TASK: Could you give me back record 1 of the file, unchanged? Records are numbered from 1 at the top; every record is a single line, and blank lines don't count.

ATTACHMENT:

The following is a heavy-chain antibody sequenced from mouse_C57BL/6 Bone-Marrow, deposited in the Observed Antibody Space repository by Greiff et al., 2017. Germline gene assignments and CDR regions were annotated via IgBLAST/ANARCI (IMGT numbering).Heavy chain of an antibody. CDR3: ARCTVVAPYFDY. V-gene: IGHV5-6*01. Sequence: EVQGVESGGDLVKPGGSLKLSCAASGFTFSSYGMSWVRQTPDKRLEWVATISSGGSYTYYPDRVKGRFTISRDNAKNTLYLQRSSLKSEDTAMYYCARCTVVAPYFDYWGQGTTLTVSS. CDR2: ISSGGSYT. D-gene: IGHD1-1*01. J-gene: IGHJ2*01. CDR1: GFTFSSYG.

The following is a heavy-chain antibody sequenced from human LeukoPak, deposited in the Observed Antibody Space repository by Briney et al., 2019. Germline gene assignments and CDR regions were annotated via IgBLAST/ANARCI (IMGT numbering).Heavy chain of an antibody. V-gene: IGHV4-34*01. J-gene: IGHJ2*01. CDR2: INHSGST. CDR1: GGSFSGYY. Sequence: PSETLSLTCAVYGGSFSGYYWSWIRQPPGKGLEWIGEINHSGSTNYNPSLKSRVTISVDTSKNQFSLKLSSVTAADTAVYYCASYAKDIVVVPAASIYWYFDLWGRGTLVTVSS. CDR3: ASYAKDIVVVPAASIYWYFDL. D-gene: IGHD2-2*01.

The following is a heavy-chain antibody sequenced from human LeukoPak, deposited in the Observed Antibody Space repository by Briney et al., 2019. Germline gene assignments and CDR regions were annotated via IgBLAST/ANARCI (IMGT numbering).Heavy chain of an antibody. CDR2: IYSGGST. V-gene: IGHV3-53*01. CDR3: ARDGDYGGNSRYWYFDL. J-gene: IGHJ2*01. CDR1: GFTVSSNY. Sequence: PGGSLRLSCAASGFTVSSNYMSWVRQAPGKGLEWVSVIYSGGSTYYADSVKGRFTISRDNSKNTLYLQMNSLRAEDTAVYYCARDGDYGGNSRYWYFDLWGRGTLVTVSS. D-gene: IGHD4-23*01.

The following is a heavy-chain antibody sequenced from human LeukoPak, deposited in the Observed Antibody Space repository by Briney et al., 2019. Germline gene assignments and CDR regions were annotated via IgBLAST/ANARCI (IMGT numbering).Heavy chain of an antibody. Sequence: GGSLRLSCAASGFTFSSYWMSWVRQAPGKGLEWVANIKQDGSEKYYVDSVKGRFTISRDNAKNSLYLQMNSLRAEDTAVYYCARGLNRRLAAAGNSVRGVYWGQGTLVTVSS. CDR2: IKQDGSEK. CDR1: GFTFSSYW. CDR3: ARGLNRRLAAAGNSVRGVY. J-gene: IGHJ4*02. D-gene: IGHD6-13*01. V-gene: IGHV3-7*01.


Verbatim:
The following is a heavy-chain antibody sequenced from mouse_C57BL/6 Bone-Marrow, deposited in the Observed Antibody Space repository by Greiff et al., 2017. Germline gene assignments and CDR regions were annotated via IgBLAST/ANARCI (IMGT numbering).Heavy chain of an antibody. CDR3: ARCTVVAPYFDY. V-gene: IGHV5-6*01. Sequence: EVQGVESGGDLVKPGGSLKLSCAASGFTFSSYGMSWVRQTPDKRLEWVATISSGGSYTYYPDRVKGRFTISRDNAKNTLYLQRSSLKSEDTAMYYCARCTVVAPYFDYWGQGTTLTVSS. CDR2: ISSGGSYT. D-gene: IGHD1-1*01. J-gene: IGHJ2*01. CDR1: GFTFSSYG.